Families would have more money to spend on the things they need, directly benefiting the businesses that have been closed for so long due to Coronavirus.

Additionally, a basic income, by definition, is not tied to one’s employment status. Therefore, citizens would not be financially punished for returning to work once their place of business reopens.

This is not the case with our current system of unemployment benefits, which has seen many furloughed Americans refuse to return to work since they would, in many cases, earn less by working than by staying at home on unemployment.

Considering the health risks posed by Covid-19, who can blame them for this choice? Giving Americans a UBI would provide meaningful, reoccurring economic stimulus to every citizen, without penalizing them by retracting the benefit once they return to the workplace.

Not to mention, the universality of a UBI could save the United States government both time and money. The reason many Americans still have never received their $1,200 stimulus check is due to the lengthy administrative process the federal government had to go through in order to distribute them.

The distribution of a stimulus check could have been done far quicker and for far cheaper had the check gone to every citizen for the same amount of money.

While a UBI could certainly help America in its quest to “return to normalcy,” we need to stop pretending that this “normal” is perfect.

The economic fallout caused by Covid-19 could have been far less detrimental had the economy been working for most Americans in the first place. UBI could potentially help here, too, even after the pandemic is over.

The unfortunate reality is that work is becoming more and more insecure. Despite a consistently falling unemployment percentage in the last decade (until recently, of course), a majority of new jobs created in the past 10 years have been temporary gigs or part-time work.

According to Alan Krueger, economist at Princeton University, 94% of net job growth since 2005 has been in the “alternative work” category. This category includes freelancers, part-time workers, temp workers, and independent contractors.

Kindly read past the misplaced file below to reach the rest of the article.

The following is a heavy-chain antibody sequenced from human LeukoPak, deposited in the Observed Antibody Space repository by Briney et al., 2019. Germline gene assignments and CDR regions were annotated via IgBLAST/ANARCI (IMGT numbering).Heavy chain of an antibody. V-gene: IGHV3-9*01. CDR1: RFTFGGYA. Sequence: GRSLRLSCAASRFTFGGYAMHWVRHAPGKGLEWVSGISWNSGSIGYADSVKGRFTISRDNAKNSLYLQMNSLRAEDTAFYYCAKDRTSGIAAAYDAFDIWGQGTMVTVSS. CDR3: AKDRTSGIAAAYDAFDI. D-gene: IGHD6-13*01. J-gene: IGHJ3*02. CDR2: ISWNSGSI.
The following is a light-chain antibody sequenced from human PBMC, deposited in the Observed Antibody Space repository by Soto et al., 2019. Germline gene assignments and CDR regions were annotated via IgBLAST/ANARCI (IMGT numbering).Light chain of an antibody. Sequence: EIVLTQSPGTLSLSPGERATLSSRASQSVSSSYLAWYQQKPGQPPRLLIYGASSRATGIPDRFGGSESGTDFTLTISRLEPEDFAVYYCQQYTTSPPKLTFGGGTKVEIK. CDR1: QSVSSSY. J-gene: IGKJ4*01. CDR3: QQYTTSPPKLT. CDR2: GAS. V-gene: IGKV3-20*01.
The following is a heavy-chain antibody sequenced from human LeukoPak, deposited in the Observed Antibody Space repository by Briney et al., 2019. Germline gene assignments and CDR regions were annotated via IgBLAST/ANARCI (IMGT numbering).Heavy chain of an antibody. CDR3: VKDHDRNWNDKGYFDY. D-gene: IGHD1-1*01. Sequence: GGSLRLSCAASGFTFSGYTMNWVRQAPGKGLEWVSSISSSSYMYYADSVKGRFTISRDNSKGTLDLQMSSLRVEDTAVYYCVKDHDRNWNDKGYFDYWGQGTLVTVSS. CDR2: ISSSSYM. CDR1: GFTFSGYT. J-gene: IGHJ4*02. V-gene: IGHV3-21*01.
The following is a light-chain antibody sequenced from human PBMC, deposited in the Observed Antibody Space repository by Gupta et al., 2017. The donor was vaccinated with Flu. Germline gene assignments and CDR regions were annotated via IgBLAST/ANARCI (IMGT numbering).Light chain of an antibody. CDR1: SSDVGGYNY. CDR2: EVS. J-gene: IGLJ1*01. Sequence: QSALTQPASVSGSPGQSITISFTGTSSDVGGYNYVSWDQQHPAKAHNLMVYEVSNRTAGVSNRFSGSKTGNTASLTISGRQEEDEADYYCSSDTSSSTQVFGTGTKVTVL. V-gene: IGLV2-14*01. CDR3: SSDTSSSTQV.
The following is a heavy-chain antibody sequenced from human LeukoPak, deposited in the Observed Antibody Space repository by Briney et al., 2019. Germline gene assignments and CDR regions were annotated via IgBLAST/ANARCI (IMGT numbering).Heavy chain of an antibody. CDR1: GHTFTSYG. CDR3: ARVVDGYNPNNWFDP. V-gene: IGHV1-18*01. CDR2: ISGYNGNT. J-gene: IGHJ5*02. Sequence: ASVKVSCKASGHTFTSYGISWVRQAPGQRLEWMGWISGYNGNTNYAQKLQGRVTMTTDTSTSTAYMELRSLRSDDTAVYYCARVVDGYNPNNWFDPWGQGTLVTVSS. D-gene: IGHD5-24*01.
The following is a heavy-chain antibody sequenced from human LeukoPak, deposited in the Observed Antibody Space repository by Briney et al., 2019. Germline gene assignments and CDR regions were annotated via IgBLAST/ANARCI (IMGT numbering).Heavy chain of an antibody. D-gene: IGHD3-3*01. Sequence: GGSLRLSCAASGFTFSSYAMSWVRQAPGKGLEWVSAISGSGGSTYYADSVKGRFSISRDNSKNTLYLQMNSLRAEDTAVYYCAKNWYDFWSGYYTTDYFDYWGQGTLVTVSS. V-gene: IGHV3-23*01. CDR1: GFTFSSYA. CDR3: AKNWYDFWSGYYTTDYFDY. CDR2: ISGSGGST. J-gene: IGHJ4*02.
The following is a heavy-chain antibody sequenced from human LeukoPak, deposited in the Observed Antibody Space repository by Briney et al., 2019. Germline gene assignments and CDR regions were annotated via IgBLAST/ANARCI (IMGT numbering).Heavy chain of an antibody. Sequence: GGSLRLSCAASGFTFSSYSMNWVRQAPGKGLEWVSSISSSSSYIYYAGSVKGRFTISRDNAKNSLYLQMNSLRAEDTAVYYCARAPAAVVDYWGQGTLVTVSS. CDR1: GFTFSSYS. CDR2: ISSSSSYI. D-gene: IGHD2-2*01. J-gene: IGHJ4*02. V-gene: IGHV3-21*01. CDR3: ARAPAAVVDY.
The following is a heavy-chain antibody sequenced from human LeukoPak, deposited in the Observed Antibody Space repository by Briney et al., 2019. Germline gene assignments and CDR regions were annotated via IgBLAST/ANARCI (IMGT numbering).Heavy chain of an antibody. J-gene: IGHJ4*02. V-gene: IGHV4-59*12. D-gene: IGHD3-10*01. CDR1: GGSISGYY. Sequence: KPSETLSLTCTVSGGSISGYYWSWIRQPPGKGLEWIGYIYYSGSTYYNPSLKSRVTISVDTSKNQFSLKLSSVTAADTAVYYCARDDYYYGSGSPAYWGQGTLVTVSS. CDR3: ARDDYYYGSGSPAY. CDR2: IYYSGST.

“We’re seeing work get a lot more insecure,” Aoife Hegarty of BIEN explains. “So this gig economy that is growing up, in fact, pushes the uncertainty down onto the layer of society that can cope with it least.”

NORC / University of Chicago

Considering 78% of Americans live paycheck to paycheck, it’s safe to say that this economic uncertainty, as Hegarty puts it, affects many people. The unemployment rate does not accurately reflect those trapped in this growing American gig economy.

Universal Basic Income could be a valuable lifeline as work becomes more and more insecure. Workers could still have a safety net if they move from job to job, and would have more bargaining power to fight for better pay and working conditions. More Americans would be able to take the risk of opening a business, while existing businesses would benefit from citizens’ increased buying power.

In fact, data from Finland’s basic income trial indicated that entrepreneurial activity increased, as freelancers gained more economic opportunity. Other participants got more involved with their community, now able to do volunteer work or care for a loved one.

Perhaps most importantly, basic income has overwhelmingly positive effects on mental health. This might not be a surprise considering money is the №1 source of stress for Americans. Even so, data from Finland’s trial showed that those receiving basic income experienced less depression and mental strain, with healthier overall mental well-being than the control group.

Results from early UBI trials such as Finland’s certainly look promising. However, more data is critically needed in order to determine if such a system is truly the answer to economic inequality and our insecure job market.

With that being said, the severe damage that Covid-19 has caused to the U.S. economy cannot simply be fixed with a one-time $1,200 check for some Americans. Implementing a Universal Basic Income for the remainder of the crisis would be an asset to businesses and customers, alike. Not to mention it could provide economic security, a luxury enjoyed by very few at the moment, to millions of Americans.


Created by

Erik Uebelacker